Knox Students Donate, Help Feed Local Schoolchildren
Their contributions provide 1,576 meals for students in Galesburg schools
January 07, 2011
The generosity of Knox College students is helping to feed Galesburg schoolchildren during their extended winter break this year.
Knox students have donated 1,576 "meal swipes" from their college meal plans to provide meals for schoolchildren through the Lunch Spot, a communitywide initiative. Each "meal swipe" translates into one sack lunch for a Galesburg School District 205 student.
The Lunch Spot program, which involves numerous sponsors and volunteers, is supplying lunches for children during the final two weeks of the 2010-2011 winter break. The school district scheduled the longer break as a cost-cutting move.
Contributions from Knox students will provide nearly all of the lunches for schoolchildren the week of Jan. 10-14.
"It's a phenomenal thing the students have done," said Rhonda Brady, executive director of the Knox County Area Project, a Lunch Spot sponsor. "The Knox lunch donation is huge for us."
"Knox students want to be a part of the community and help the community," she added.
Knox College students became involved with Lunch Spot when they learned that many Galesburg District 205 students who rely on free and reduced lunches wouldn't have access to those meals during the long winter break because school is closed.
The Alliance for Peaceful Action, a student group at Knox, and other students decided to lend a hand.
"We tried to figure out any way we could help with the resources we have here at Knox," said Alison Ehrhard, a senior from St. Louis, Missouri, and an APA officer.
During Knox's December break, they consulted with Knox Dining Services Director Helmut Mayer to come up with a plan. They also collaborated with Tianna Cervantez, Knox College's director of multicultural student advisement, to organize the Knox effort.
"APA wanted to get as many Knox students involved as possible because we're a part of the community, too, and should do everything we can to fight hunger here in Galesburg," said Rosie Worthen, shown in the above photo helping to load food. She is another APA officer and a senior from Helena, Montana.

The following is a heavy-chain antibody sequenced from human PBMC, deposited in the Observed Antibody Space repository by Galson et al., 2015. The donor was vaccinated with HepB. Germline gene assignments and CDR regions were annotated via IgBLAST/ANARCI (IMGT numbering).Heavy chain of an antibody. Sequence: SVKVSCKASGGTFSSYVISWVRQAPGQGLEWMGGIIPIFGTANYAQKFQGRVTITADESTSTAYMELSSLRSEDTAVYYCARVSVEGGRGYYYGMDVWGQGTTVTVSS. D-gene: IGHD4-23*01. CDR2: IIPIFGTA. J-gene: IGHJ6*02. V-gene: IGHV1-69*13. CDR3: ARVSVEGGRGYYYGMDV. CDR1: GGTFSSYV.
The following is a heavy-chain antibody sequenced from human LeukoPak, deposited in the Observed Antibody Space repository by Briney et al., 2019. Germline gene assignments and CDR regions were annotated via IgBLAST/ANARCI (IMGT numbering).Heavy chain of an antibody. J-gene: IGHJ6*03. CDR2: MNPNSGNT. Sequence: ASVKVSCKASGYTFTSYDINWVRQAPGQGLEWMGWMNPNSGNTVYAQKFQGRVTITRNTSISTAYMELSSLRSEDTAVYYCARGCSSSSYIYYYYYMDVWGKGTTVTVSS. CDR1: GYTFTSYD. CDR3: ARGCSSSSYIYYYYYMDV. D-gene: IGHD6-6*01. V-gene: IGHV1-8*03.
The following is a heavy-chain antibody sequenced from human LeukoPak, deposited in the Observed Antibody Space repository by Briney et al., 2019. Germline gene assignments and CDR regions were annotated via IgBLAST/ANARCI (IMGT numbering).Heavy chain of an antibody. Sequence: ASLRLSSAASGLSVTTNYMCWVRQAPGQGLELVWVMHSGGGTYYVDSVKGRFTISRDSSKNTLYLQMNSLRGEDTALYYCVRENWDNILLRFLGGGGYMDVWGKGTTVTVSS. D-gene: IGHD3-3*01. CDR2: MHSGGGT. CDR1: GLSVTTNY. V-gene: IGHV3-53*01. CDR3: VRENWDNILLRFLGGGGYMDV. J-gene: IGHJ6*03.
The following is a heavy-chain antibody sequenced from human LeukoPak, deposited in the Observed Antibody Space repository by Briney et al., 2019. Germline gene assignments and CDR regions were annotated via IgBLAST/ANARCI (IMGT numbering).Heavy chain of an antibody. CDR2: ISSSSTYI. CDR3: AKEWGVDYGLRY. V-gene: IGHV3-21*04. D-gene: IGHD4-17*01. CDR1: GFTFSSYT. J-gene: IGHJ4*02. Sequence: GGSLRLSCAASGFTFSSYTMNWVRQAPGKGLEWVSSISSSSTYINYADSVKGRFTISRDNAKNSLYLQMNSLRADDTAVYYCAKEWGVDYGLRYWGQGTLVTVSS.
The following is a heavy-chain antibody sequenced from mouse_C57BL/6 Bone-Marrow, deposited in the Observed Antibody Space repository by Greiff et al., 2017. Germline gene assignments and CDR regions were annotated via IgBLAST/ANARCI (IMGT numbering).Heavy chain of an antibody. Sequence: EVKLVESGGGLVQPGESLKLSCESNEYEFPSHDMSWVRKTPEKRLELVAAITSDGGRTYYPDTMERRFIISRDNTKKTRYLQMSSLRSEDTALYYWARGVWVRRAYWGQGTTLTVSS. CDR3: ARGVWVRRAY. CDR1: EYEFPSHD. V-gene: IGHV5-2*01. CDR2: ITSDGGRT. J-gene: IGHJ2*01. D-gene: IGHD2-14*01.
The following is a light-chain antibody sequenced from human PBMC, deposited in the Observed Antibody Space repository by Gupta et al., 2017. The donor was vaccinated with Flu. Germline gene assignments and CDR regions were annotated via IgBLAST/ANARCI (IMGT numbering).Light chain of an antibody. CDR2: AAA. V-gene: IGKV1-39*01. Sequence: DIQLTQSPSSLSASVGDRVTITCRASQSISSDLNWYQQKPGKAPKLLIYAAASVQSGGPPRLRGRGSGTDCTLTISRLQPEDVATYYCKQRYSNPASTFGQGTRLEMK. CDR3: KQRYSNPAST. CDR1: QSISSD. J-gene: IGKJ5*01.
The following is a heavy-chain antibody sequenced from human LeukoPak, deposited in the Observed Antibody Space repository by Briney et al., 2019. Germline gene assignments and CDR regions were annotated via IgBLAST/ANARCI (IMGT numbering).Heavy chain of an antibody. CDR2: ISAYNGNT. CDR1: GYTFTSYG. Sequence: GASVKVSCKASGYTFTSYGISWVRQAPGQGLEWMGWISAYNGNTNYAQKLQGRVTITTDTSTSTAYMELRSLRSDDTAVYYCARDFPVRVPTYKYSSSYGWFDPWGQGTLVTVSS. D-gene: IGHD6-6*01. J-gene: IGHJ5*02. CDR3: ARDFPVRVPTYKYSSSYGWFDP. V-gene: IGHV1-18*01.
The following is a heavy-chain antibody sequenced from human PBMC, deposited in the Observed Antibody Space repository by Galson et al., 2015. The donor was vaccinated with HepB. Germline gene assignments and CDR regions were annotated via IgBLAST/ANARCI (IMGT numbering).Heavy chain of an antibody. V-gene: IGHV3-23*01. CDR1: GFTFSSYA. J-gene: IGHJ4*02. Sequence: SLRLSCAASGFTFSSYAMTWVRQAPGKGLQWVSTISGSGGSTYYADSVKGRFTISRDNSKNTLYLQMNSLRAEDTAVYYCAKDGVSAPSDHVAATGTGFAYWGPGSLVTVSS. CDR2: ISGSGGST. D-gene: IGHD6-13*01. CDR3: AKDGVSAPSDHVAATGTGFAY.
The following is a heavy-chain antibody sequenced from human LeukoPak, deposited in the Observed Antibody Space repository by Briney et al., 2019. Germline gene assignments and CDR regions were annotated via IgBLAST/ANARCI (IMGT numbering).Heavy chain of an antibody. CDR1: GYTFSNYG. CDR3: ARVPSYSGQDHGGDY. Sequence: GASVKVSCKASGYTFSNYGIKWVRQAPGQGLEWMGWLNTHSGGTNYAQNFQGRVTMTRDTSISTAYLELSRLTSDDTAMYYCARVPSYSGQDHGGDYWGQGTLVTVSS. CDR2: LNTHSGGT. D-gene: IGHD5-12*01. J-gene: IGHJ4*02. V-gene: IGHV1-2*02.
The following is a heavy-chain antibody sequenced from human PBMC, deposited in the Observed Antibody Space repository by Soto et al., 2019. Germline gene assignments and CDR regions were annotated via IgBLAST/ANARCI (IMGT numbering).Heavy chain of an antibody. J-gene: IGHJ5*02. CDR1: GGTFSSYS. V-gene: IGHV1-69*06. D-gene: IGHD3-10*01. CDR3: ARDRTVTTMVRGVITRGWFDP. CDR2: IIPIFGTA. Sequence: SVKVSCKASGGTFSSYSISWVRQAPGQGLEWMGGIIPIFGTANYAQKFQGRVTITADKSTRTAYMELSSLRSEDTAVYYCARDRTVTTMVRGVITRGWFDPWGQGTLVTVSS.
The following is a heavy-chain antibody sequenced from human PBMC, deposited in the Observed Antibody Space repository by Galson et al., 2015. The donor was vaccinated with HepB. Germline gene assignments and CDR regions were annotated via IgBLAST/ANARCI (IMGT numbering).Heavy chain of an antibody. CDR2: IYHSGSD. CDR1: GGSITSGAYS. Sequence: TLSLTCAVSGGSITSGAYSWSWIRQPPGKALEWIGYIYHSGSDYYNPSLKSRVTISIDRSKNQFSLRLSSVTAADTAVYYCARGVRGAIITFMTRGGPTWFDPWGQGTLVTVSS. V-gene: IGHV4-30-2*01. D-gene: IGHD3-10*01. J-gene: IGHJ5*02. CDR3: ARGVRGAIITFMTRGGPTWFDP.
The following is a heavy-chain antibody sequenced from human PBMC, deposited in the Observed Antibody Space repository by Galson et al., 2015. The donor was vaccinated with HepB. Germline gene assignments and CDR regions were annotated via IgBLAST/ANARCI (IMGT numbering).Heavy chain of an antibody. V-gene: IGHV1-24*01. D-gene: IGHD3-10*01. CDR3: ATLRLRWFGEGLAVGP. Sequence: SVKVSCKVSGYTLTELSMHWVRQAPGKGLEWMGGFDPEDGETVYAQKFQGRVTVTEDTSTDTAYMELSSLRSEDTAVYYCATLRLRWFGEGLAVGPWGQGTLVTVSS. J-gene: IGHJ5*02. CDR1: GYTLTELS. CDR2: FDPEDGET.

The "meal swipe" donation drive attracted support from many Knox College students and student organizations, including Sigma Chi fraternity, Sigma Alpha Iota music fraternity, Amnesty International and Women of Influence. With each donation, funds that otherwise would have gone toward a Knox student's meal instead were used to purchase food for the Lunch Spot program.
"Some students donated 20 or 30 swipes," said Gabe Paz, a senior from Vallejo, California. "They really cared about the cause."
The final total of 1,576 "meal swipes" averages out to more than one meal from each Knox student. Enrollment is 1,407.
Knox students also volunteered to help assemble the Lunch Spot sack lunches, nutritious meals that include sandwiches, fruit, granola bars, cookies, and a drink.
"It makes me feel good -- doing something to help somebody else," said Blair Peters, a sophomore from Batavia, Illinois, who was putting together lunches on Friday morning.
In addition, Knox students organized a food drive, collecting non-perishable goods that are being distributed to Lunch Spot families to supply extra food during the weekend.
Founded in 1837, Knox is a national liberal arts college in Galesburg, Illinois, with students from 45 states and 48 countries. Knox's "Old Main" is a National Historic Landmark and the only building remaining from the 1858 Lincoln-Douglas debates.